My conclusion has much in common with the article of Gobet, with one big difference though.
In my latest research I found 3 different aspects of solving a position:
- Seeing a series of moves in the mind's eye ("blindfold chess")
- Board visualization
If I can't solve a position while looking at a physical board, and allowing myself to move the pieces on a second analysis board, then I can certainly not solve it blindfolded. Because that only makes it more difficult and not less.
On the other hand, if I, struck by a moment of enlightment, all of a sudden forget to suck at reasoning and get a brainwave how to solve the position, wouldn't it be a pity if I screwed that unlikely precious moment up by poor visualization skills?
So the conclusion can be:
Blindfold chess is not a way to improve at chess because it doesn't teach you how to handle difficult positions. At the same time not being able to play blindfolded can get in the way once your reasoning is able to solve the position. It is the reasoning that decides which moves are candidates and their priority.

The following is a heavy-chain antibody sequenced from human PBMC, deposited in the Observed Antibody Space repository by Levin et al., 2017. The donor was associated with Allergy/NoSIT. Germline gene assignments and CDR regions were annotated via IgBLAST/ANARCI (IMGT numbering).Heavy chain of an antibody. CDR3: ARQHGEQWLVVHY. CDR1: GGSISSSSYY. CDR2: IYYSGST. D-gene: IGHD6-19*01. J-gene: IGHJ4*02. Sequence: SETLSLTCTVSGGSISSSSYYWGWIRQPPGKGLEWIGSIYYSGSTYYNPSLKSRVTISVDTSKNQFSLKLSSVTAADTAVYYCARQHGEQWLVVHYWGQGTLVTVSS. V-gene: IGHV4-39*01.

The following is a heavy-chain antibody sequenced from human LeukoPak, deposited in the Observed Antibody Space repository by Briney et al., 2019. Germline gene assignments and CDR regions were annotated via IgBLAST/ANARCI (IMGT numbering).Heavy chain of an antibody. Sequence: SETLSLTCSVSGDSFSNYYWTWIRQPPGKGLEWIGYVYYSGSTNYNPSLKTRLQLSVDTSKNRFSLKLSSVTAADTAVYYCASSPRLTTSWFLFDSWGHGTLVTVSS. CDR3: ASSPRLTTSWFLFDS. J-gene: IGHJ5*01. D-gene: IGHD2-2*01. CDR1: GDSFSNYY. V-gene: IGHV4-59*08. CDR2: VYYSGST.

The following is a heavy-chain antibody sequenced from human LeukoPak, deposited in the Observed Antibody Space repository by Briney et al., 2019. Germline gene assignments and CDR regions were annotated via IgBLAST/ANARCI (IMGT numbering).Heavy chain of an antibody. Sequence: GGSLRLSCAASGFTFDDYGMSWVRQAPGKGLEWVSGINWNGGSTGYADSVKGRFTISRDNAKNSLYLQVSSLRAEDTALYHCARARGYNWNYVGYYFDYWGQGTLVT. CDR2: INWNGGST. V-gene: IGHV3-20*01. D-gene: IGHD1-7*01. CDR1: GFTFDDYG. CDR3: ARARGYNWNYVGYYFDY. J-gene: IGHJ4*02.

About boardvision I have not decided yet. I'm inclined to think that that it is a form of luxury, with which a chessplayer should treat himself, just like he would do with a beautiful wooden board and pieces. If there is a beneficial effect from it to use it as steppingstone as suggested in Tisdall's theory has to be investigated yet.
It is usually advised to solve a position in your head, without moving the pieces.
I advocate to commit the heresy not to do it that way. Since that is actually to play blindfold during the reasoningprocess, which lowers the quality of the problems you can handle.
I advise to make 3 seperate exercises from this in stead of to try it at once:
- Exercise of reasoning
- Exercise of blindfold chess (use low level opponents!)
- Exercise boardvision.